Kansas disciplinary panel dismisses complaint against judge who authorized newspaper raid

photo by: Sherman Smith/Kansas Reflector

Copies of the Aug. 16 edition of the Marion County Record rest on a countertop in the newspaper office.

TOPEKA — The Kansas Commission on Judicial Conduct has dismissed a complaint against magistrate Laura Viar for signing a search warrant that allowed police to raid the Marion County Record.

The search warrant appeared to violate federal law protecting journalists from police raids, and was based on the pretense that a journalist committed a crime by accessing public records in an online database.

Topeka resident Keri Strahler on Aug. 16 filed a formal complaint with the judicial panel, which has the authority to investigate allegations of misconduct. Her complaint noted legal protections for journalists and a prosecutor’s finding that the evidence in the case didn’t support the search warrants.

District Judge Bradley Ambrosier, vice president of the panel that considered the complaint, notified Strahler of the commission’s decision in a letter dated Wednesday. The letter, obtained by Kansas Reflector, says the commission dismissed the complaint after meeting behind closed doors Nov. 8.

In the letter, Ambrosier said the “facts and circumstances were not sufficient to conclude the issuance of the warrant crossed the line of incompetence.”

“This is not to say that the commission agrees that the issuance of the search warrant in this instance was reasonable or legally appropriate,” Ambrosier wrote in the letter. “The commission … issued informal advice to Judge Viar to take sufficient time to review all documents and research appropriate federal and state laws before issuing a search warrant.”

In addition to Ambrosier, the panel members who dismissed the complaint include District Judge Nicholas M. St. Peter, Kansas Court of Appeals Judge Thomas Malone, Wichita attorney Diane Sorensen, and Sister Rosemary Kolich of the Sisters of Charity of Leavenworth.

“I’m deeply concerned there is little consequence given to a seemingly flagrant abuse of our most cherished First Amendment in the circumvention of state and federal law to search a small town newspaper,” Strahler said.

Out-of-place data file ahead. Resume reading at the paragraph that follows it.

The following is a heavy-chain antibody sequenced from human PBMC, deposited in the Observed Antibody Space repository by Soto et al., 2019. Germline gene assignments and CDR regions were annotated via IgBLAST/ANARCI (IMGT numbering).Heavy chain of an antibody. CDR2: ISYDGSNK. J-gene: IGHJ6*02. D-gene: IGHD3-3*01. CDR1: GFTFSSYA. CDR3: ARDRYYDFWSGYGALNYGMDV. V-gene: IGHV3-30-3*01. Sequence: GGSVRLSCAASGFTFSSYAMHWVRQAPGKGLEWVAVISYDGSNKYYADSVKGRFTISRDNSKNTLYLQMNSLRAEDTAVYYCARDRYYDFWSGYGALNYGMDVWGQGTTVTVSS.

Police raided the Marion County Record newsroom Aug. 11, as well as the publisher’s home and the home of a city councilwoman, after Viar signed search warrants alleging identity theft. The raid attracted international attention and widespread scrutiny.

City police, in coordination with the county sheriff’s office, the Kansas Bureau of Investigation and the Kansas Department of Revenue, ostensibly were investigating whether a reporter had broken the law by researching the driving record of a restaurateur who was seeking a liquor license. The reporter verified that the restaurateur had a DUI and had been driving without a license.

Department of Revenue staff initially told police the reporter had accessed private information through the agency’s online database, but they later acknowledged the information was public record. The KBI assisted with the investigation and knew the raid was imminent. An investigator with the Fire Marshal’s Office participated in the raid.

Police took computers and reporters’ personal cell phones during the raid, and reviewed documents that revealed confidential sources for stories unrelated to investigation.

Congress adopted the Privacy Protection Act to address concerns about police weaponizing search warrants against journalists. The federal law requires criminal investigators to get a subpoena instead of a search warrant.

“The commission’s indication that one or more of its members believed signing the search warrant was neither ‘reasonable’ nor ‘legally appropriate’ serves as a reminder that district court and magistrate judges must consider all relevant laws, both state and federal, when determining whether to sign a search warrant,” said Max Kautsch, president of the Kansas Coalition for Open Government. “In this instance, the federal Privacy Protection Act required the issuance of subpoenas before search warrants. Had that law been considered, perhaps the wide-ranging consequences of the searches here could have been avoided.”

The Kansas Commission on Judicial Conduct’s handling of complaints is shrouded in secrecy. Commission meetings are not open to the public, and the reasons for dismissing a complaint are kept confidential.

Jared McClain, an attorney for the Institute for Justice, said the commission’s decision isn’t a surprise.

“Judges almost never face any consequences when they violate someone’s rights — even when their most obvious errors have tragic results,” McClain said. “That’s why doctrines like judicial immunity are so pernicious. Immunity doctrines take away the one tool that victims have to hold government officials accountable.”

— Sherman Smith reports for Kansas Reflector.


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